Flurries of descending notes that put me in mind of The Party of Helicopters’ ‘The Good Punk‘, are punctuated with the kind of ‘surprise’ added beats that bands like Soundgarden made their trademark.
The first of several neck-jerk transitions prods you into a brief hail shower of musical ‘stabs’, executed by the band in unison – à la The Mars Volta’s career-opening ‘Son et Lumiere’.
Machine’s five-minute plus duration allows for several such acute developments – not surprising for a song in the prog tradition. Perhaps, if some of FWF’s forebears had possessed their unbridled sense of invention, ‘prog’ would not be the dirty word it now is for some…
The single, and its equally captivating B-side – the splendidly titled ‘Let the Commencement Beginulate’ – show a band reveling in the pursuit of instrumental and songwriting exploration and, in these days of brain rot pop, it’s a joy to hear.
Fields is a band that embraces its guitar, bass and drums lineup, with bassist Bru Cousins and guitarist Adam Cooper sharing vocal duties. Personally, I preferred the more restrained passages of singing, and felt that the more forceful moments might have benefited from a soupçon more reverb to sit them more comfortably in the mix. That said, the lo-fi production bestows Machine with the kind of ‘warts and all’ charm, flaunted by The White Stripes at their bluesy best.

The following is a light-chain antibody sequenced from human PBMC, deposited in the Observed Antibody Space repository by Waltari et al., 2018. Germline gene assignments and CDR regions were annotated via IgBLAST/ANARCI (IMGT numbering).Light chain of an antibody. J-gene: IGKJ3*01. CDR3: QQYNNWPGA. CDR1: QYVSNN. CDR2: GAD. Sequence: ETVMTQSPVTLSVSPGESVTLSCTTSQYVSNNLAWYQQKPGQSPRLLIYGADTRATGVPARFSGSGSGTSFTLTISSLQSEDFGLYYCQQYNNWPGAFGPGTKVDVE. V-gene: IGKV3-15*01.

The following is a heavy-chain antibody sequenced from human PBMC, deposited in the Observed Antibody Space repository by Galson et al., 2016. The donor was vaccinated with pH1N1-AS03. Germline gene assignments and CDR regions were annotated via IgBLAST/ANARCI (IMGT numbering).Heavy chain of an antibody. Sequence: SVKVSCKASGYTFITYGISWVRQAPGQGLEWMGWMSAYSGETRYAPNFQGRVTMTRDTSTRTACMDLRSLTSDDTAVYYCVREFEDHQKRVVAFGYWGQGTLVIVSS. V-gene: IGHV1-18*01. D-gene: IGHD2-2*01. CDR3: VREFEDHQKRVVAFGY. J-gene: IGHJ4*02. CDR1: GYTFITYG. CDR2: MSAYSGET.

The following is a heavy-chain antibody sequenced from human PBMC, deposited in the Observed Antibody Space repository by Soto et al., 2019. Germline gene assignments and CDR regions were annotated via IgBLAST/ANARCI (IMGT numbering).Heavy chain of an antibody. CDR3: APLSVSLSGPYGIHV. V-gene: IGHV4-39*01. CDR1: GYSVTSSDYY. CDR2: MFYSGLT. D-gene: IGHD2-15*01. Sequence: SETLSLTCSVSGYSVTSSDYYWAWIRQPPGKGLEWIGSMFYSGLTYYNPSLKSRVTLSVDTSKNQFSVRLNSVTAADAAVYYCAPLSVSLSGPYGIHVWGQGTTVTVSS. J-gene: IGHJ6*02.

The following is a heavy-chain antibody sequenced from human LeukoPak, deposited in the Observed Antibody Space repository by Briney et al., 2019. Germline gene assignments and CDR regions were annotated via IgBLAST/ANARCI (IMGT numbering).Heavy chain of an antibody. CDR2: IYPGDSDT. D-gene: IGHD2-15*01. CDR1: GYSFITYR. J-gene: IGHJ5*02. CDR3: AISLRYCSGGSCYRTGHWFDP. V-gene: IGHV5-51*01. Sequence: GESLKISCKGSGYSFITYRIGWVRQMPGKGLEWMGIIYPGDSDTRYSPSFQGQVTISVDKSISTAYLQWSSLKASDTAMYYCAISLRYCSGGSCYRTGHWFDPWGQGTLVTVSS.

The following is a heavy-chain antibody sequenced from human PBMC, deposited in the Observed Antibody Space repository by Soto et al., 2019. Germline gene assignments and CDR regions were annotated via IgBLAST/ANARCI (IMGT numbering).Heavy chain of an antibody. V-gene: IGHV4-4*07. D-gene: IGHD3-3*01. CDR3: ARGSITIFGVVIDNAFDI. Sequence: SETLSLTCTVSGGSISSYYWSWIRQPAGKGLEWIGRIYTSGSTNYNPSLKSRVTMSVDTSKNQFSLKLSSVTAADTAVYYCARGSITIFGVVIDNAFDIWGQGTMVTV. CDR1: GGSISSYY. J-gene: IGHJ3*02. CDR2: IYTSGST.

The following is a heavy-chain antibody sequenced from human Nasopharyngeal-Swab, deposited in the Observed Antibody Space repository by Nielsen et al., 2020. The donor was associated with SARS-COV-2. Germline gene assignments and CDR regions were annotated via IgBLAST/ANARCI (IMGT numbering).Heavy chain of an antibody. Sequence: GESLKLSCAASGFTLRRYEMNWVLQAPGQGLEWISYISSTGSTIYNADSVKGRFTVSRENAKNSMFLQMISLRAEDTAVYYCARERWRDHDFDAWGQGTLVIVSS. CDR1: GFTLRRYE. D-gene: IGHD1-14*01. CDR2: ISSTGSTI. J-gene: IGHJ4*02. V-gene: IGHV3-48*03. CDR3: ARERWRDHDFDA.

While I’ve referenced numerous American touchpoints here, Fields Without Fences’ sound is peculiarly British, with an admirable sense of drama that – in a really good way – conjured up thoughts of Jeff Wayne’s ‘The War of The Worlds’, albeit without the BBC Radio Theatre-esque politeness. (There’s little danger of Gary Barlow covering ‘Machine’ any time soon!)
A sense of ironic wit pervades the song too – as in the resigned acceptance of the final couplet: ‘Welcome to the machine; it’s crushing you’
I, for one, hope Fields Without Fences resolve their current drummer-less-ness before long, as I’d love to hear ‘Machine’ live. I’ve no doubt the rest of their set would be equally satisfying for anyone with a liking for rock, prog, or just well-played, exciting and thought-provoking music. In the meantime, visit Fields’ Facebook page to buy ‘Machine’ or direct from the Bandcamp embed below.